PhotoThis isn't the first time we're heard from a consumer who believes they were told one thing by a car rental agency, but when they signed an electronic document it turned out they agreed to something else entirely.

"When picking up my rental at Budget I declined any additional options,” Kathy, of Santa Cruz, Calif., told “The agent then had me sign on an electronic monitor. I didn't realize until I was turning in the car that he had marked down that I wanted additional insurance, an additional charge of $127.73.”

On the old paper rental car agreements, there was a place where the customer initialed a box indicating they did not want the insurance. Seems to us that an electronic document should have that too.

Time is money

Donna, of New Kensington, Pa., said she purchased a new Kitchenaid dishwasher from Sears last November and has had multiple problems with it.

“First, the sliding drawer cracked,” Donna said. “ And now the entire control panel is fried. I am so disgusted mainly with this problem and also being that I have to have a repairman come only hours that are very inconvenient.”

It's not a matter of money, Donna says, since the appliance is still under warranty. It's the time she has to take off from work to be on hand when a repairman comes. After paying $700, she said she expected better.

Hang up

Ron, of Raymore, Mo., reports getting automated calls two or three times a month from Credit Card Services.

“I have contacted them requesting I be taken off their call list,” Ron told “No luck. I'm on the no call list.”

There could be a reason Ron is getting these calls. If he has had business contact with Credit Card Services within the last 18 months – including just a request for information – they can market to him under the Do Not Call law. However, if he has had no such contact, he needs to report these Do Not Call violations to Missouri Attorney General Chris Koster, who has aggressively enforced his state's Do Not Call law.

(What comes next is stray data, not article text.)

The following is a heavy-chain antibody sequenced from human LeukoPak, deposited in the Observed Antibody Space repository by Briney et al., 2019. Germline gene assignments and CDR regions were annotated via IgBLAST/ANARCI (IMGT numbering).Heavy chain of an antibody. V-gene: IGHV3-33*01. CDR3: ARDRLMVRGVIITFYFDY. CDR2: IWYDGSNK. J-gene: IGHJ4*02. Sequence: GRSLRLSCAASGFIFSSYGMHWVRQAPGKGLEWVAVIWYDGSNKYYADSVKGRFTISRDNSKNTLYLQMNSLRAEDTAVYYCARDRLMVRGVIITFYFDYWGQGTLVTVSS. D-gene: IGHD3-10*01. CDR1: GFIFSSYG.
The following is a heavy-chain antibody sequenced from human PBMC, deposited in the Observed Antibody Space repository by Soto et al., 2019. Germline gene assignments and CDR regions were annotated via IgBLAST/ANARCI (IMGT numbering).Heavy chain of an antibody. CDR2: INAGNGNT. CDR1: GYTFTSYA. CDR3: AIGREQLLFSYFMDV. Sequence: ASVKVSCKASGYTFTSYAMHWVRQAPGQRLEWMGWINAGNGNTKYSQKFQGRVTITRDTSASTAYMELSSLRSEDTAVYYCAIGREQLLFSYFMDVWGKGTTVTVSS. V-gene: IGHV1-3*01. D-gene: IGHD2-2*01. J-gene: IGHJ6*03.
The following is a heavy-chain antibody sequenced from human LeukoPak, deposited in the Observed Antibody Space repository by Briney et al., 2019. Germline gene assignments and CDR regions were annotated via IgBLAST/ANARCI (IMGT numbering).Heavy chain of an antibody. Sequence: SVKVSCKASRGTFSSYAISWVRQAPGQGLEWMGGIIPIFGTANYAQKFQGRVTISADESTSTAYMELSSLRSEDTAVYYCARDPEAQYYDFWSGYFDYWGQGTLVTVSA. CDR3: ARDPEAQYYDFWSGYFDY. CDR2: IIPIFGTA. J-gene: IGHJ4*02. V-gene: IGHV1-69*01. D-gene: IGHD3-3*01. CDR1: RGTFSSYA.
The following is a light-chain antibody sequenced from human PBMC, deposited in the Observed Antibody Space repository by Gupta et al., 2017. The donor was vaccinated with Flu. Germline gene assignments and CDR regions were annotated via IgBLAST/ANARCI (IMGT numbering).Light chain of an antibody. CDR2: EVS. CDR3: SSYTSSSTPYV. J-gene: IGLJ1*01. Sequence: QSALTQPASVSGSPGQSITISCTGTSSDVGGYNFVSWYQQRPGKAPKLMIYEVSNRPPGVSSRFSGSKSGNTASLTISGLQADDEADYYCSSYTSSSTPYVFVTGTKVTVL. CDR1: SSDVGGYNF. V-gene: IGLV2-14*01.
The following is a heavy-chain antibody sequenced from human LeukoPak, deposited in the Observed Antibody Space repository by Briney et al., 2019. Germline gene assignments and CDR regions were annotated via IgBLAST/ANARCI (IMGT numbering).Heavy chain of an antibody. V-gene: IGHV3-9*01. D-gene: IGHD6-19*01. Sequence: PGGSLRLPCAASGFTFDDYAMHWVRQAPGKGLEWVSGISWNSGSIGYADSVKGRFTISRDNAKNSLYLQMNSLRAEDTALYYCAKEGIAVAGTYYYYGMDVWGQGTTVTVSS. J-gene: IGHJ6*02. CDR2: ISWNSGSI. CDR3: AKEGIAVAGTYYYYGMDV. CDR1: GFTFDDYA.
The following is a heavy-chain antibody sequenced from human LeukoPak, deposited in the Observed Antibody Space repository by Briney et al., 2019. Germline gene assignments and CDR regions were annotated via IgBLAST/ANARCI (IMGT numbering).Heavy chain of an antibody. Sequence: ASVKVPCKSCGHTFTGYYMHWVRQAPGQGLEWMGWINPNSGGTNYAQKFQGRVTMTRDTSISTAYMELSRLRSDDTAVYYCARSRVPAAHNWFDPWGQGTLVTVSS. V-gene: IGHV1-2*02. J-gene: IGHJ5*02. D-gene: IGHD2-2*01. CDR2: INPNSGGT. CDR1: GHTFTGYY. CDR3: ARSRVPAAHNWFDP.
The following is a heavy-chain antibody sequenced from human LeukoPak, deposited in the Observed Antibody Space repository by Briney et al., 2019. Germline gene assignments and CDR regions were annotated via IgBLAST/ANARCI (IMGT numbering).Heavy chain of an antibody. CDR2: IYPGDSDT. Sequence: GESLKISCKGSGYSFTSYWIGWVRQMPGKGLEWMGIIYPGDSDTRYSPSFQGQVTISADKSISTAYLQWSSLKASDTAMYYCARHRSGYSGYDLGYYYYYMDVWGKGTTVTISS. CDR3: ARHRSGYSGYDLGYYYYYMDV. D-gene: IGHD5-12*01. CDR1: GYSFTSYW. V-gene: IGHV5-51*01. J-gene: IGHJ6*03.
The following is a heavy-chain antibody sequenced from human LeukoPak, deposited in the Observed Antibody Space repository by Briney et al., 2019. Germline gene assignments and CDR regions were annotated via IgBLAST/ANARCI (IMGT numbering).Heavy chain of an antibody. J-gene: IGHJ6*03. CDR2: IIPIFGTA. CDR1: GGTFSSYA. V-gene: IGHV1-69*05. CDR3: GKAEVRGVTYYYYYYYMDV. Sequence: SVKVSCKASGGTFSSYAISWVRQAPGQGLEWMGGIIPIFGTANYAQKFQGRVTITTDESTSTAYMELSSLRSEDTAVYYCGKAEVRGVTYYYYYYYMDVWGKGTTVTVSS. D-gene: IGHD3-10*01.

Out of touch

With so much emphasis on wireless communications these days, it's easy to forget millions of people are still dependent on land lines. Vera, of Rockaway Park, N.Y., is one of them. She says she has not had telephone or fax service since last Friday and so far, she says Verizon hasn't responded to her requests for repair service.

“I am a 77 old person who has medical problems and need to have access to a phone in order to request the required services such ambulance and other related services in case of need,” Vera said. “There are services provided to other homes in my neighborhood, and none at my home. I called Verizon numerous times and the only response was a recorded tape announcing that they are not able to provide services due to the strike.”

Strike or no strike, some states have statutory requirements for utilities to restore service within a set time. Vera should contact New York Attorney General Eric Schneiderman's office to find out what the law says in New York.

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